SEVENTH GRADE
 
Who’s on First? That movie comedy routine
I hadn’t seen—
We read it to ourselves in the hot classroom.
It took up many pages of the textbook.
The old teacher in his tweeds–
He sat at the cracked wooden desk
And I sat in the closest seat near him, though he was
Remote and distant.
After lunch, seventh period of eight.
It was the worst time of day.
There was a pair of underpants in the trash can next to his desk.
I could see them. They were there as we read
The confusing transcription of the comedy sketch.
“Who’s on first?” I didn’t get it, couldn’t explain it.
Who did these belong to?
What did it mean? It was 3:15 when class started.
I sat at the corner of the first row and the first row.
The waste basket just to my left.
My desk opened–they all did–but didn’t belong to me.
All day long we moved around, to their classrooms.
He had been called a perv–now I believed it.
“Who’s on third?”
Why is this blue pair of underpants there?
Who’s on first, what’s on second, third base!
So boring, who cared?
Several of us walked up to—where?
To the waste basket. We asked,
“What are those doing there?”
He didn’t really speak, kind of growled, really;
We were unruly, he seemed to say, but answered nothing.
 
 
FOR WORSE, FOR POORER, IN SICKNESS
 
It was easy to forgive prostitutes in Mexico,
Also in Amsterdam. Less easy was the money thrown around
On Avenida Presidente after driving down,
Dollar bills rained on the sidewalk from our closed joint account.
 
Marriage was a defeat. Marriage was a humiliation.
 
                                                              One could be
Alone of course, but the same problem he had, I had.
 
I would take care of him who might never get better.
I’d recycle the staff’s soft drink cans from work: an extra $15.00 a month, I’d sell
Whatever.
I’d stop wanting anything better, anything more.
I wanted health to come back. I wanted a normal conversation like we’d had.
As I said back then, if we hadn’t known each other for over ten years
I’d have left. It was
So strange, as alien as the aliens who told him
The secrets of mathematics, the ones who spoke
A Geometry-English.
 
Finally there came a kindness,
A lack of depth, a lack of aggravation.
 
  For better, for richer, in health—all this goes into the past.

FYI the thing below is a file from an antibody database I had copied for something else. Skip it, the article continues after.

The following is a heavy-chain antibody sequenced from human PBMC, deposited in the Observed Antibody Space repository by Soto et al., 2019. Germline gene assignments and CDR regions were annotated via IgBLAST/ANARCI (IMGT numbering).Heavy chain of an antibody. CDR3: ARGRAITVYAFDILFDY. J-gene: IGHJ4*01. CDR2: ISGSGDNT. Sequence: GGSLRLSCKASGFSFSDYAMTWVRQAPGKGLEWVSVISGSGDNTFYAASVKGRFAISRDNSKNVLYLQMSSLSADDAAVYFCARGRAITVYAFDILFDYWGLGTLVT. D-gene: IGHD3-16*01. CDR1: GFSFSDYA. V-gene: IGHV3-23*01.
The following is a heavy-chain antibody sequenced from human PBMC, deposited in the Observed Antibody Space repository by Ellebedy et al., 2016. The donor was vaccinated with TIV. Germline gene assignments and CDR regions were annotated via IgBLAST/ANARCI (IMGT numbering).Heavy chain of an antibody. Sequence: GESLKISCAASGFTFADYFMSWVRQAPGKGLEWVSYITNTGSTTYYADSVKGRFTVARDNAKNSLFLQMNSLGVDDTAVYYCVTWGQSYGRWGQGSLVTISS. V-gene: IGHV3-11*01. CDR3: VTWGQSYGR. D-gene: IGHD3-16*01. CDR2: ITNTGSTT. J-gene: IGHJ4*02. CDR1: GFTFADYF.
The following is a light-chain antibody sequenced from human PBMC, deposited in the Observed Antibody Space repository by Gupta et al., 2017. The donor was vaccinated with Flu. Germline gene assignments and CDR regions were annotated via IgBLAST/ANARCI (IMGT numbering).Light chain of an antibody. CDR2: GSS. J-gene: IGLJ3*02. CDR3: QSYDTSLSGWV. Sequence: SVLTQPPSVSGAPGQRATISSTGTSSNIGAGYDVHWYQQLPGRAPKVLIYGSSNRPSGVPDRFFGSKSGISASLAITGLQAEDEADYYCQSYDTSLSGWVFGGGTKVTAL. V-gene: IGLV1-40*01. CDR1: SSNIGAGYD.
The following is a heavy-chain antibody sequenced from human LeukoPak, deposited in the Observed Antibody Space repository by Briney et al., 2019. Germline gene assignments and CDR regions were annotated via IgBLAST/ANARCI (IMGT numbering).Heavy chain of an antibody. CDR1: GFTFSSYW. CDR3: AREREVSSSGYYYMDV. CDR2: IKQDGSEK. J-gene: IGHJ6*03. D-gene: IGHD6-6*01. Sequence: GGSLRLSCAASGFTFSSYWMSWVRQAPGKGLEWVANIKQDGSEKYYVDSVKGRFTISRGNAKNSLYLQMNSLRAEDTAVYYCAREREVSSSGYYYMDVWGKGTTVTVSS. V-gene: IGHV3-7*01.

You may get peace; you can earn the money back,
You may get better rather fast, but you never return ever
 
To writing down plans for the next five years—the house we’d own, how we’d raise
Our kids, how we’d support each other’s
Successes. Love would never be that love again:
Glorious vision of youth, the riches
Of coins and rubies we gained, clean children around the groaning table.
 
 

UNION STATION, 3:55 PM
 
Liminal spaces
Are the least passive places
White noise White walls Tiled faces.
Screech of coffee maker
Scream of hello but really
Voices low and nothing filled out, no information
Filled in—pantomime across the room—hug
Is hello or goodbye, fight is going on, but how can you tell.
 
Nothing of consequence or maybe all of it
Is terminal. The sun looms full but it is
Going to go dim. I’m going to look at candy in a can
For longer than I’d ever do. We can wander out
And wander in. And we might be stopped
By a woman who appears out of the dark to ask for $3.00.
 
You can say yes or no. No one will praise or judge you. Then you
 
You just continue.
 
The train is boarding, it says so on the board, and now it’s left.
 
The station won’t hold on to you, won’t help—just do your best.
 
It purloins junk food or cocktails. It pays back nothing. It frees us
 
from the state of being ourselves.
 
 

Stephanie Brown

STEPHANIE BROWN is the author of two books of poetry, Domestic Interior and Allegory of the Supermarket. She received Fellowships from the NEA and Breadloaf. Her work has appeared in six editions of Best American Poetry; American Poetry Review, Ploughshares and others. She was the Poetry Editor for Zócalo Public Square from 2010-2016 and is a public library administrator.

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